Re: Point (x,y) is a point within the triangle. [#permalink]
07 Jan 2013, 18:53

That is a good question. But you can still calculate even if it is not a right triangle.

The smaller triangle is formed by the coordinates (0,0), (10/3,10/3) and (5,0). This is not a right triangle but you are given its height through its (10/3,10/3) coordinate. Then your base is 5 which is equal to the base of your main triangle.

The small triangle would be made up of 3 points: 1. the origin 2. (5,0), 3. a point on the hypotenuse where y=x

To figure out this point we build the equation for the hypotenuse, y = 10 - 2x, and calculate the intersection with y = x, solve the system to find that x = \(\frac{10}{3}\) = y

Hi, What if the question is "what is the probability that y>x?" Then, is the answer 2/3 correct? One way to calculate is 1-1/3. But, if the question directly asks the prob. of y>x, by using your method I got 2/3. I am sure this is right, but please confirm.

The small triangle would be made up of 3 points: 1. the origin 2. (5,0), 3. a point on the hypotenuse where y=x

To figure out this point we build the equation for the hypotenuse, y = 10 - 2x, and calculate the intersection with y = x, solve the system to find that x = \(\frac{10}{3}\) = y

Hi, What if the question is "what is the probability that y>x?" Then, is the answer 2/3 correct? One way to calculate is 1-1/3. But, if the question directly asks the prob. of y>x, by using your method I got 2/3. I am sure this is right, but please confirm.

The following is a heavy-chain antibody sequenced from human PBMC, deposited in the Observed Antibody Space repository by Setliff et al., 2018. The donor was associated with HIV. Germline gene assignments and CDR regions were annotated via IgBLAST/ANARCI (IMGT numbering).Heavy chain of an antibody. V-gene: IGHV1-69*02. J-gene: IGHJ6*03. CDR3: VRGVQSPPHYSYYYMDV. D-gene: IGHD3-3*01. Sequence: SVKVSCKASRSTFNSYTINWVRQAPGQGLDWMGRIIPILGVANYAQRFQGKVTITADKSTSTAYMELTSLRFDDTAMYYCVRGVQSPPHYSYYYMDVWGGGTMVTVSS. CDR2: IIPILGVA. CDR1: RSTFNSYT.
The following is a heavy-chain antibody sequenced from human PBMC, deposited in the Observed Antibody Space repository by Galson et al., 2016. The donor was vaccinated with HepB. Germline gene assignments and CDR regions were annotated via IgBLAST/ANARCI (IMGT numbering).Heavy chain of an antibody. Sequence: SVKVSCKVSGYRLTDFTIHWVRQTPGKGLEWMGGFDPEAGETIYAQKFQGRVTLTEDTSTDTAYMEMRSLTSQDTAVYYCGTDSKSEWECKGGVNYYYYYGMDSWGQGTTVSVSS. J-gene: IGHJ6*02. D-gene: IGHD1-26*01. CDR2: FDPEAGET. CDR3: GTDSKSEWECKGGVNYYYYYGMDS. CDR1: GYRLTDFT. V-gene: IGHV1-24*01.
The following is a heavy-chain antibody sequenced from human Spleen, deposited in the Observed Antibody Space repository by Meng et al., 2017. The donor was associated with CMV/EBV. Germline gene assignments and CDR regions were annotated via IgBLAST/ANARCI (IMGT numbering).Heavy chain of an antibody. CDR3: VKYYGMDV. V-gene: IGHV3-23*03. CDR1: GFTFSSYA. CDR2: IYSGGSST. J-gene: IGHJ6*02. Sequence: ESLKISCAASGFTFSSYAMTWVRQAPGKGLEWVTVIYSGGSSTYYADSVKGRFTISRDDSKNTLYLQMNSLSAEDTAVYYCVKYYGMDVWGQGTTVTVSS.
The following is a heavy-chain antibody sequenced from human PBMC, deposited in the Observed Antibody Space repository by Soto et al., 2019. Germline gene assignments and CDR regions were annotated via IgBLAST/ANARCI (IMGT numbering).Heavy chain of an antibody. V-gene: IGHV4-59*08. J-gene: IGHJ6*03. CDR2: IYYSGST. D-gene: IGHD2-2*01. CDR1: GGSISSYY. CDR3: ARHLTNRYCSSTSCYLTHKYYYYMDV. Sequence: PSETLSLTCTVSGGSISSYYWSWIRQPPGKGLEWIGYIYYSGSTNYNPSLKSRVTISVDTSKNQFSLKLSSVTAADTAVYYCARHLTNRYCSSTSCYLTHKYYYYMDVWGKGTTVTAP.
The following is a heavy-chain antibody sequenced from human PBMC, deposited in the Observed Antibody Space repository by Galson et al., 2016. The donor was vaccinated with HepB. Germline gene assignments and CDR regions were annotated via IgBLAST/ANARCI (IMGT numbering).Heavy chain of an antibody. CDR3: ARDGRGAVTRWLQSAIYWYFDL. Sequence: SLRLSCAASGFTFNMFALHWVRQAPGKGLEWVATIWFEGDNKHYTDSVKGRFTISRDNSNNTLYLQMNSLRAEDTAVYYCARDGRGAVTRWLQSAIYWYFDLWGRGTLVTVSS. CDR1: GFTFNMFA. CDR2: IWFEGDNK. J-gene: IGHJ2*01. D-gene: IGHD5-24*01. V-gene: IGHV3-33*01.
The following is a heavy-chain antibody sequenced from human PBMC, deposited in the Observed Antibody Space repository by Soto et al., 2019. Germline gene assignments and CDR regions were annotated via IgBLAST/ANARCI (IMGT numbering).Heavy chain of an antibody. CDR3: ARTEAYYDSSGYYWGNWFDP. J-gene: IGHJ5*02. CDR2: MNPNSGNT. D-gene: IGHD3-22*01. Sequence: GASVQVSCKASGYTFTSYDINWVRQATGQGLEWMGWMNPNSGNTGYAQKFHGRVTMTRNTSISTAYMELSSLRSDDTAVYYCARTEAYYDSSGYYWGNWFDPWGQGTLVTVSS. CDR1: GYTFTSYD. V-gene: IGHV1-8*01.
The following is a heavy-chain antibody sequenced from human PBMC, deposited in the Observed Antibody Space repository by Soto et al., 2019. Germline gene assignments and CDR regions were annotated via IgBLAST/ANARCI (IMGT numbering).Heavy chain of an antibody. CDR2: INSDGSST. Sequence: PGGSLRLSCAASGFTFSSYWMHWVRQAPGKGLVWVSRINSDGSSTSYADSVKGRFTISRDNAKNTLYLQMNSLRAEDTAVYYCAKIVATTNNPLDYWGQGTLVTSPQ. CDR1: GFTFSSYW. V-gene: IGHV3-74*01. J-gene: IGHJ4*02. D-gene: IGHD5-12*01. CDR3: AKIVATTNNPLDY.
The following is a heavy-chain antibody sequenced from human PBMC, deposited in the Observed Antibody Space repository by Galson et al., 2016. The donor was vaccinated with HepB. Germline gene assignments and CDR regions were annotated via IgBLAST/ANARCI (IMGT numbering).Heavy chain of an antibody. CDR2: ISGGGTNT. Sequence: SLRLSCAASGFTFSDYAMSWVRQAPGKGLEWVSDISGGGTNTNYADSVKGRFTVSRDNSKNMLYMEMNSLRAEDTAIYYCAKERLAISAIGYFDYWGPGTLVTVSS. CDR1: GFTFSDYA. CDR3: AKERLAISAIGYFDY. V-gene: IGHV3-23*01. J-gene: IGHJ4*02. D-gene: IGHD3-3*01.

Re: Point (x,y) is a point within the triangle. What is the [#permalink]
21 Oct 2014, 18:32

so one way to think of this is the area of the triangle where x>y over the total area of the triangle.

Let's start with the total area, which is 25

The ares of the triangle can be discovered by first finding where x=y and the hypotenuse meet. We know two points on the hypotenuse (0,10) and (5,0), so we know the y intercept is 10 and the slope is (-10/5) or -2. y=-2x+10

That meets y=x when x=-2x+10 or when 3x=10, so x=10/3 and y =10/3

we now know the height of the triangle (10/3) and the base of the triangle 5, so the total area is 50/6 or 25/3

That divided by 25 (the total area of the triangle) equals 1/3 (B) _________________

The Importance of Financial Regulation : Before immersing in the technical details of valuing stocks, bonds, derivatives and companies, I always told my students that the financial system is...

One question I get a lot from prospective students is what to do in the summer before the MBA program. Like a lot of folks from non traditional backgrounds...